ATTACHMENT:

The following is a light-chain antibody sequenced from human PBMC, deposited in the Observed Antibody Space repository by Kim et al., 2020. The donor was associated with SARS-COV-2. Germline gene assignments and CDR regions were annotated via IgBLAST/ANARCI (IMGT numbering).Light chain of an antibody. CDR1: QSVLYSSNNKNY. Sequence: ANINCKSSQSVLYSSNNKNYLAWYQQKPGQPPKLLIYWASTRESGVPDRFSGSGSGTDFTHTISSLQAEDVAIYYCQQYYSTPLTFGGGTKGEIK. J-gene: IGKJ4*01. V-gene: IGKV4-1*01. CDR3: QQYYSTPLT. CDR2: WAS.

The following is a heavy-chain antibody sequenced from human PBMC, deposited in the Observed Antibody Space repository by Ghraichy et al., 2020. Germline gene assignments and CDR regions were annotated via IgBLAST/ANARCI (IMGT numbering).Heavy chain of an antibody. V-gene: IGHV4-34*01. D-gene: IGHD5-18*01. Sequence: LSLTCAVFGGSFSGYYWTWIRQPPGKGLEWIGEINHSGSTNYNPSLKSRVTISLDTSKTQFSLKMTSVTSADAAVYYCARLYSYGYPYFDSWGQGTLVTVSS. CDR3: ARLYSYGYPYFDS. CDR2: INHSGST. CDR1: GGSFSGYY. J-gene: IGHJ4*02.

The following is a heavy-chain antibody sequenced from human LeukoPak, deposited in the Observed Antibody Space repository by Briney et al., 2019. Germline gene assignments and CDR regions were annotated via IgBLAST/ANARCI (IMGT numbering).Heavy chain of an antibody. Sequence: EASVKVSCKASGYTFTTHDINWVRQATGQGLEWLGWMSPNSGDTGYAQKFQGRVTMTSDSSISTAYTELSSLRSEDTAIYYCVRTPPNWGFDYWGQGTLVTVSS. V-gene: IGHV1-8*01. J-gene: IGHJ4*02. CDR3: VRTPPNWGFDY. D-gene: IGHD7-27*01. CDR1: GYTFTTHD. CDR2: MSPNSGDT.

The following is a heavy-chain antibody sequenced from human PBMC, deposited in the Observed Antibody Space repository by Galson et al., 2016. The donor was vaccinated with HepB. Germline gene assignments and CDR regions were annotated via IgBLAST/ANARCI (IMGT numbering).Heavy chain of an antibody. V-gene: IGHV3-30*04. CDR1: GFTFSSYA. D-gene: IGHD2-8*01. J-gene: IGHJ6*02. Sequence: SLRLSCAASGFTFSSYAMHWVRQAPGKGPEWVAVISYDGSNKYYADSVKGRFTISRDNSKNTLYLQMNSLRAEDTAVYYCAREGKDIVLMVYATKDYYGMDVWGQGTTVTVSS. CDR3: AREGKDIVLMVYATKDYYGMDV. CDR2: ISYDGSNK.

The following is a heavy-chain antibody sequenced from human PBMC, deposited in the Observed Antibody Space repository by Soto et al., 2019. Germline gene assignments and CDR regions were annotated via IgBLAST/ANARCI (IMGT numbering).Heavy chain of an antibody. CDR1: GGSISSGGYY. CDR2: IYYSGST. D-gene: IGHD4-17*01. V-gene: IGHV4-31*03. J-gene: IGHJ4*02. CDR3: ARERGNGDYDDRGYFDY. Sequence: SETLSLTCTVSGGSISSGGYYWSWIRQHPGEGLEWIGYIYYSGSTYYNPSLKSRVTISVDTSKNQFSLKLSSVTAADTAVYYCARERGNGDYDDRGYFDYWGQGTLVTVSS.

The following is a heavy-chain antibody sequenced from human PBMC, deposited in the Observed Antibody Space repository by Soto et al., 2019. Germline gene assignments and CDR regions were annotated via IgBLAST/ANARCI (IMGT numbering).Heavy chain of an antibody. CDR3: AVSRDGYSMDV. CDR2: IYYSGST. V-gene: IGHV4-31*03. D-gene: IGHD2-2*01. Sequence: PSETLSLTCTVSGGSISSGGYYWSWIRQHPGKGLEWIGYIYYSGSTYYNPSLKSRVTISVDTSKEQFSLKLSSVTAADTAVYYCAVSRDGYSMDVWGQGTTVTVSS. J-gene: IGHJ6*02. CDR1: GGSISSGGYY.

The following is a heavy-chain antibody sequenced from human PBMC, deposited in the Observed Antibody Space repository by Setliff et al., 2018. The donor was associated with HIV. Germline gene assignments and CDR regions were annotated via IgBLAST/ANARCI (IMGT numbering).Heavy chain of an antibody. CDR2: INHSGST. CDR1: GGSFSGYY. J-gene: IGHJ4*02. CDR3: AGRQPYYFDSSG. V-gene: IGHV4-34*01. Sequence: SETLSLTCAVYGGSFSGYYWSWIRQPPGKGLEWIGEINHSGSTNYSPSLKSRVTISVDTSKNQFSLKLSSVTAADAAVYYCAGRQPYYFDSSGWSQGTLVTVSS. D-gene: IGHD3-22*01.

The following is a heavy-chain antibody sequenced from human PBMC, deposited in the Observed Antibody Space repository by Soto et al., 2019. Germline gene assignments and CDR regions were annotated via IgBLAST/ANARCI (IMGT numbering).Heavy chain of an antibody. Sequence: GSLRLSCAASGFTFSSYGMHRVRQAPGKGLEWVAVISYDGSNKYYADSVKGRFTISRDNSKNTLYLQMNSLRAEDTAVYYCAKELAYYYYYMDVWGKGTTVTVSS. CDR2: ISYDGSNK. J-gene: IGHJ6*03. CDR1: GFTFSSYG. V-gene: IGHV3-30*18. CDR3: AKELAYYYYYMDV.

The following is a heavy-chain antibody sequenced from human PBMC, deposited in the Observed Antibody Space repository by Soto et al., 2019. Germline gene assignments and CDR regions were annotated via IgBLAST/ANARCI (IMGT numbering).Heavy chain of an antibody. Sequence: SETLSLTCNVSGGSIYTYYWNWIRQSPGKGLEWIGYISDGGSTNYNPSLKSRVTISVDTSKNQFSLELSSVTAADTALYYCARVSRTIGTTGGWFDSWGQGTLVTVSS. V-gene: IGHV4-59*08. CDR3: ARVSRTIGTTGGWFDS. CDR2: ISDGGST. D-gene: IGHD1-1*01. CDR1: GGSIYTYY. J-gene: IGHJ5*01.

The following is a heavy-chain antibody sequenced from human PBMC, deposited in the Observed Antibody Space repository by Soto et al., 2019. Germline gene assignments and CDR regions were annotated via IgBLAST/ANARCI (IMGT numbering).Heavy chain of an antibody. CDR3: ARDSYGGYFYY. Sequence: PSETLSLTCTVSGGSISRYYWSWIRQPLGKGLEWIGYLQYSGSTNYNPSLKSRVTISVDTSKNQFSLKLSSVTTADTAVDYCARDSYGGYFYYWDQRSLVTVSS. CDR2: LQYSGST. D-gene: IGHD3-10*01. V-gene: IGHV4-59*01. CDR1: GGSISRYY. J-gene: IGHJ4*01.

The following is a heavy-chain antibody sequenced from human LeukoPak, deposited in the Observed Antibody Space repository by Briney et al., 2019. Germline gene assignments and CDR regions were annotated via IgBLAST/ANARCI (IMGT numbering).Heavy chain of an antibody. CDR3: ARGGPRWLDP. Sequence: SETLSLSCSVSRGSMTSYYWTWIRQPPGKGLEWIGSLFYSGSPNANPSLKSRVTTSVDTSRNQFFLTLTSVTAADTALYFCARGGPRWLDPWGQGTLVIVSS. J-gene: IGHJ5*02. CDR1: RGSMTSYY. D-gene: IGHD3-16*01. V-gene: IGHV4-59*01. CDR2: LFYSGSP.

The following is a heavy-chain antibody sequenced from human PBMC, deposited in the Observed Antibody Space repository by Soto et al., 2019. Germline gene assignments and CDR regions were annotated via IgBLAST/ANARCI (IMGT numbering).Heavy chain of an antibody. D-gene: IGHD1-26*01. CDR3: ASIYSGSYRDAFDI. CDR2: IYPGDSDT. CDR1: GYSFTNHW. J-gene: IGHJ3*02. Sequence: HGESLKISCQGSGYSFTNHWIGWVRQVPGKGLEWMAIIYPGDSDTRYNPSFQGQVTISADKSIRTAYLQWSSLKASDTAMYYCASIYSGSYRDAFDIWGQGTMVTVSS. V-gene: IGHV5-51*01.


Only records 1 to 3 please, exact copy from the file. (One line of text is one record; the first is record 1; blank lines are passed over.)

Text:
The following is a light-chain antibody sequenced from human PBMC, deposited in the Observed Antibody Space repository by Kim et al., 2020. The donor was associated with SARS-COV-2. Germline gene assignments and CDR regions were annotated via IgBLAST/ANARCI (IMGT numbering).Light chain of an antibody. CDR1: QSVLYSSNNKNY. Sequence: ANINCKSSQSVLYSSNNKNYLAWYQQKPGQPPKLLIYWASTRESGVPDRFSGSGSGTDFTHTISSLQAEDVAIYYCQQYYSTPLTFGGGTKGEIK. J-gene: IGKJ4*01. V-gene: IGKV4-1*01. CDR3: QQYYSTPLT. CDR2: WAS.

The following is a heavy-chain antibody sequenced from human PBMC, deposited in the Observed Antibody Space repository by Ghraichy et al., 2020. Germline gene assignments and CDR regions were annotated via IgBLAST/ANARCI (IMGT numbering).Heavy chain of an antibody. V-gene: IGHV4-34*01. D-gene: IGHD5-18*01. Sequence: LSLTCAVFGGSFSGYYWTWIRQPPGKGLEWIGEINHSGSTNYNPSLKSRVTISLDTSKTQFSLKMTSVTSADAAVYYCARLYSYGYPYFDSWGQGTLVTVSS. CDR3: ARLYSYGYPYFDS. CDR2: INHSGST. CDR1: GGSFSGYY. J-gene: IGHJ4*02.

The following is a heavy-chain antibody sequenced from human LeukoPak, deposited in the Observed Antibody Space repository by Briney et al., 2019. Germline gene assignments and CDR regions were annotated via IgBLAST/ANARCI (IMGT numbering).Heavy chain of an antibody. Sequence: EASVKVSCKASGYTFTTHDINWVRQATGQGLEWLGWMSPNSGDTGYAQKFQGRVTMTSDSSISTAYTELSSLRSEDTAIYYCVRTPPNWGFDYWGQGTLVTVSS. V-gene: IGHV1-8*01. J-gene: IGHJ4*02. CDR3: VRTPPNWGFDY. D-gene: IGHD7-27*01. CDR1: GYTFTTHD. CDR2: MSPNSGDT.